Since breaking ground for our Shedra (monastic university, Karma Lekshey Ling Institute for Higher Buddhist Studies, in March 2002 has grown rapidly under the skillful guidance of Choje Lama Phuntsok. Today our Shedra serves as the home for over one hundred monks from all over Nepal. In addition, we have approximately twenty faculty and staff as well as several long term retreatants living on our grounds.
In 2005 we added a guest house, Joyful Land, to our facilities at Karma Lekshey Ling to host Choje Lama Phuntsok’s growing body of European and Asian students, both lay and monastic. With sixteen double rooms, it can accommodate up to thirty-two guests at one time. At present (Losar 2007), we are building a new three-year retreat facility for monks who wish to do the traditional three year retreat, a new library, a debating courtyard and a primary school. We are also building additional housing for younger monks. With the addition of the retreat facilities and primary school our sangha will grow to more than 150 residents. When the guest house is full, the Karma Lekshey Ling community can swell to as many an 180 persons.
As our community has grown, so has the need for a medical clinic to treat the various non-life threatening ailments that occur as part of daily life as well as to provide triage for ailments that require more aggressive medical treatment. At present all health care needs are addressed by a two person Welfare Committee consisting of Acharya Karma Thuthob and Acharya Karma Thugjey. Acharyas Thuthob and Thugjey have only informal first aide training. Whenever a member of our community needs medical attention he or she must be escorted into one of the clinics in downtown Kathmandu for all but the most minor ailments. A typical trip to the clinic takes several hours to all day and takes staff away from their normal duties. We wish to build a clinic adjacent to the Shedra grounds to provide better care to our community than is currently possible.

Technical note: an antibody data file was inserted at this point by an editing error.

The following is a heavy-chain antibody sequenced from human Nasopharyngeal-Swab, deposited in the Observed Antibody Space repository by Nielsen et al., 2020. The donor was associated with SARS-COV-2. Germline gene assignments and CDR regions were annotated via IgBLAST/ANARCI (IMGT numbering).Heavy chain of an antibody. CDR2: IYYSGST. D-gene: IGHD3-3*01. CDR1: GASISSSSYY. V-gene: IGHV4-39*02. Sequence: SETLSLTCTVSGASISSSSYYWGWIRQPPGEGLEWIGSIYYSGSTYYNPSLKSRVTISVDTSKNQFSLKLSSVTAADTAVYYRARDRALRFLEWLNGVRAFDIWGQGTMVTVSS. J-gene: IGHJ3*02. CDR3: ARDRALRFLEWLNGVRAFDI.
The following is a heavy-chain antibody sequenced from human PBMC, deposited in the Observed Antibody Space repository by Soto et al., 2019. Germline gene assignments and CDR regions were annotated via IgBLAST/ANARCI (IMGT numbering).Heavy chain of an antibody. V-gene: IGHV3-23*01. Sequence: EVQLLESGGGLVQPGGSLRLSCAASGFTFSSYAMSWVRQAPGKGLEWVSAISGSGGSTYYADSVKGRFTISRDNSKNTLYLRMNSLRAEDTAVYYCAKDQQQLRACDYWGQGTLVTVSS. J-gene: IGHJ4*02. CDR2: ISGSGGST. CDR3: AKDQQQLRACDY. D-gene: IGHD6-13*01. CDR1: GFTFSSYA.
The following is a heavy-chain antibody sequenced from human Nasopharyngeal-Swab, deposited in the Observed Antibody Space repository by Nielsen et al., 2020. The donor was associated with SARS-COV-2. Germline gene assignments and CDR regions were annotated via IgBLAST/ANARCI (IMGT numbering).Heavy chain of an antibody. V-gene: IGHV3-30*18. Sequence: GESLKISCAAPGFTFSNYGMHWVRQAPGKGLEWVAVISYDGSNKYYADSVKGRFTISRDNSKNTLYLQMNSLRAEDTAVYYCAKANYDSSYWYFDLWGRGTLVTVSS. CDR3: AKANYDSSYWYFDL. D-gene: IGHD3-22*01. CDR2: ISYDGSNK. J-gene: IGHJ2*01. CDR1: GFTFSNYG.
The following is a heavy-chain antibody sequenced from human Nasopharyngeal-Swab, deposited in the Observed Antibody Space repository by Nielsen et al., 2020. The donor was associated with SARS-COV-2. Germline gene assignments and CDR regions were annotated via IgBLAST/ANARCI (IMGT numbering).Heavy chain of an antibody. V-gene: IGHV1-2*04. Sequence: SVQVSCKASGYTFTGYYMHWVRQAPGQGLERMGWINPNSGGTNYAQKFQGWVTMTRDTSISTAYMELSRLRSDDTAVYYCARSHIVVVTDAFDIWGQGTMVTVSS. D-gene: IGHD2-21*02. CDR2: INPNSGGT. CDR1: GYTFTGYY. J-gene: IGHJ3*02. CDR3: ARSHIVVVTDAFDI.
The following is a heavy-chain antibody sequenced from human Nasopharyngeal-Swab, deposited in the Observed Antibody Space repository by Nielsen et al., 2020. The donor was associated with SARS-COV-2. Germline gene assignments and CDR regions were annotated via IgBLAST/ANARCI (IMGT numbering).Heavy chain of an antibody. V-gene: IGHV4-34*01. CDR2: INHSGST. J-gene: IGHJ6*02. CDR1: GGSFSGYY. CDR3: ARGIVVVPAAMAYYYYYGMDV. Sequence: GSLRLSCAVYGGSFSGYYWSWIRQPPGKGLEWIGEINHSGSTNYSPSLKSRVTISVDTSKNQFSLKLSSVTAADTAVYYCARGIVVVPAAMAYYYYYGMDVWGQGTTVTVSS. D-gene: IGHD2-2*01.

The clinic will be open not only to the Karma Lekshey Ling monastic community but also to both the villagers of the neighboring communities that have grown up around Karma Lekshey Ling and Lama Phuntsok’s visiting foreign students, many of whom stay for extended periods. Visits to the clinic will be free to the Karma Lekshey Ling students, faculty, and staff and subsidized for local villagers. Foreign guests would be asked to pay competitive rates.
We envision the clinic will be two stories tall and will include a waiting room and reception area, a doctor’s office, one or two examination rooms, a dispensary, and a simple kitchen. It will also include a five bed infirmary for overnight stays ( see floor plan) and will have toilet and washroom facilities, as well as storage facilities. It will be equipped it with a back-up generator to provide electricity during the frequent power outages that are a fact of life in Nepal. Initially, the clinic will be open part time. As funding allows, the clinic will gradually extend its hours to be a full time clinic.